Page 3 - BobHL

Basic HTML Version

t one time or another, many people dream of
waking up to a tranquil water vista, making a cup
of coffee, and then padding out to the deck to listen
to the birds sing, and soak in the view.
For most, it’s an indulgence limited to their annual
vacation getaway. Or it requires a time-consuming ritual of
planning, packing and driving to their beach or lake house, if
they have one.
For some lucky residents of West Hartford, however, it’s a
treat they can enjoy virtually all year long.
Tucked away between Tunxis and Ridgewood roads, just a
stone’s throw from the hustle and bustle of Westfarms mall
and I-84, are two little-known bodies of water: Wood Pond
and Woodridge Lake. Driving down aptly named Waterside
Lane, which runs between them, the average passerby
looking at the modest 1950s homes in that neighborhood
would have no idea of the treasures that lie behind them.
Walk around to the rear of one
of these properties and you step
into another world. With birds
wheeling overhead and canoes
gliding across the water, it feels like
the nearest mall is 50 miles away.
Several years ago, a buyer seeking
a restful place to live did just that.
Touring the property with a Realtor,
he saw past the unassuming front
façade and the ‘70s-era remodeling
projects to envision his dream home.
The view of Woodridge
Lake – and a small island
containing a boathouse and
cottage, and connected to the
main property by a wooden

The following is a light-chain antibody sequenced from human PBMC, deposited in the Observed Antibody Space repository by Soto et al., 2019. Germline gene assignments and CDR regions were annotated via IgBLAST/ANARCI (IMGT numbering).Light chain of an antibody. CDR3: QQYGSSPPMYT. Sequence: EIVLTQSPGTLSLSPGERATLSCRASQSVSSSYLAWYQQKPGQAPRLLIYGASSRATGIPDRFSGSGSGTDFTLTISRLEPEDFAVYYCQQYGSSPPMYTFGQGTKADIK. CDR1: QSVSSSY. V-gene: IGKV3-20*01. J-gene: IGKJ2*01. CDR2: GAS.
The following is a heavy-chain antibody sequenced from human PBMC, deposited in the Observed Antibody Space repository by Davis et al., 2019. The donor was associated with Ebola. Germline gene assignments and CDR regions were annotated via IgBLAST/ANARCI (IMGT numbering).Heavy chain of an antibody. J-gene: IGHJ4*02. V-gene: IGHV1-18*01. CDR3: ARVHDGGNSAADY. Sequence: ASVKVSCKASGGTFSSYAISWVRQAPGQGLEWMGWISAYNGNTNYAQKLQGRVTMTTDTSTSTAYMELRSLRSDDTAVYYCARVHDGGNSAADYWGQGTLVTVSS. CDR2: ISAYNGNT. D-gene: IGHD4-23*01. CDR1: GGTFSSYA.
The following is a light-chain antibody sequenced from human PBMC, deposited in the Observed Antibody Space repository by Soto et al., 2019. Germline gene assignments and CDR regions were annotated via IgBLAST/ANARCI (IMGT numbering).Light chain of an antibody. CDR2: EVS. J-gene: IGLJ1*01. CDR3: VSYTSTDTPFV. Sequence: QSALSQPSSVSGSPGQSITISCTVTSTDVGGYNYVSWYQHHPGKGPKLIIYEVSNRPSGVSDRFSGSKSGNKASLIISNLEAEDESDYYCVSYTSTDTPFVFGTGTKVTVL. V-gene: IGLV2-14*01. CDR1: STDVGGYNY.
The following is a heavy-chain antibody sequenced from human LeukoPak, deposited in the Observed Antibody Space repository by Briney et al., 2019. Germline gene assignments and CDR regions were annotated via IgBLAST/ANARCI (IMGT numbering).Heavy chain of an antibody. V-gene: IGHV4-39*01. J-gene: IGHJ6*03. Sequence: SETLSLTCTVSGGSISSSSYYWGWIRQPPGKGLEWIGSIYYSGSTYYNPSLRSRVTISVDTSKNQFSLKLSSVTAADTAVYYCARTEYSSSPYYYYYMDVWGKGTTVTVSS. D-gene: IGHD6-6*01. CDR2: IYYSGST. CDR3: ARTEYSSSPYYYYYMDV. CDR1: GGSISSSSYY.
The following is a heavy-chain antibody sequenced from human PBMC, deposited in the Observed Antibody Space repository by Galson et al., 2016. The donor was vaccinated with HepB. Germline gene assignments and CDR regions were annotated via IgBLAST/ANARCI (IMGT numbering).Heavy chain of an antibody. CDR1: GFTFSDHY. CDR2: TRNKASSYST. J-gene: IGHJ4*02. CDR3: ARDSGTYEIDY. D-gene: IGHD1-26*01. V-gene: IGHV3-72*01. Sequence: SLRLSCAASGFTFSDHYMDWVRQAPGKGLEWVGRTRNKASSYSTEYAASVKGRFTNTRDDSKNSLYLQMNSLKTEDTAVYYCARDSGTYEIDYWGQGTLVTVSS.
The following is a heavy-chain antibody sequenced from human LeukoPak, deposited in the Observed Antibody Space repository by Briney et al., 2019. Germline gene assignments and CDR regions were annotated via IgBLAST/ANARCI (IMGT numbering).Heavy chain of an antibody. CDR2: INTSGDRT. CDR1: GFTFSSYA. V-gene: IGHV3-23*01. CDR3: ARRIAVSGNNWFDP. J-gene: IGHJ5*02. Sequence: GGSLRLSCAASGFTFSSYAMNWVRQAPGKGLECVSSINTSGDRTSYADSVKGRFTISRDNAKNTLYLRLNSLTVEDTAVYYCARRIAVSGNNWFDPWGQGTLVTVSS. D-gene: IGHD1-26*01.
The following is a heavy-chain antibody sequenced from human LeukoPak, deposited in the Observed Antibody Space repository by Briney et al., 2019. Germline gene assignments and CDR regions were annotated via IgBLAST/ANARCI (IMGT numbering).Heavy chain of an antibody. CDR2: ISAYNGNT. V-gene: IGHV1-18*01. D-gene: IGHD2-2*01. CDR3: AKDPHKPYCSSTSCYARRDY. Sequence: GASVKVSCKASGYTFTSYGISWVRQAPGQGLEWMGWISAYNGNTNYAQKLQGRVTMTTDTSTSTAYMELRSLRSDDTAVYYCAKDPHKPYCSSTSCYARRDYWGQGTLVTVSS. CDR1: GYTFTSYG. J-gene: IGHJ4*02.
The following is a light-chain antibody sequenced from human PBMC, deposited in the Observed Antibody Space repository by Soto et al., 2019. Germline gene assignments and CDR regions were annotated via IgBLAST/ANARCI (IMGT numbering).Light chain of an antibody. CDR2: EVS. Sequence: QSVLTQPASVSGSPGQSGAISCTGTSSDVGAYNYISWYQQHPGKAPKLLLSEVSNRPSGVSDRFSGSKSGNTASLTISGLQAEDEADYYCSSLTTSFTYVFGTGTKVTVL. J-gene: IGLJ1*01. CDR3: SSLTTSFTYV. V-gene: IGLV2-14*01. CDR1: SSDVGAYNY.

footbridge – clinched the deal.
After two years of renovations
by a talented team that included
Farmington-based builder Bruce
Daigle and architect Jack Kemper,
the project earned the 2010 HOBI
award from the Home Builders
Association of Connecticut, in
the “Best Remodeled Home,
$1-2 million” category.
Kemper said the house, built in
1957, was “well-constructed for its
time.” But the recent transformation
made it “very much an improved
version of the original.”
When the project began, the new
owner had some ideas about what he
was looking for. “He had this really
beautiful picture book of woodsy,
Adirondack homes. And that was
the feel he wanted,” said Kemper.
“Our task was to improve the look
and layout of the house to suit his
needs, give it a more masculine
feel, and make the renovations fit
with the existing architecture.”
While the footprint would
remain almost exactly the same, a
number of changes were introduced
to make the home seem larger,
both visually and functionally.
“We put windows under the
eaves in the two front bedrooms on
the main floor to give a little more
height and architectural importance
to the front gable,” said Kemper. “We
also raised the chimney and made
it more of a powerful element.”
In addition, the front entrance
was given more prominence
with the addition of a porch. The
HM 09.11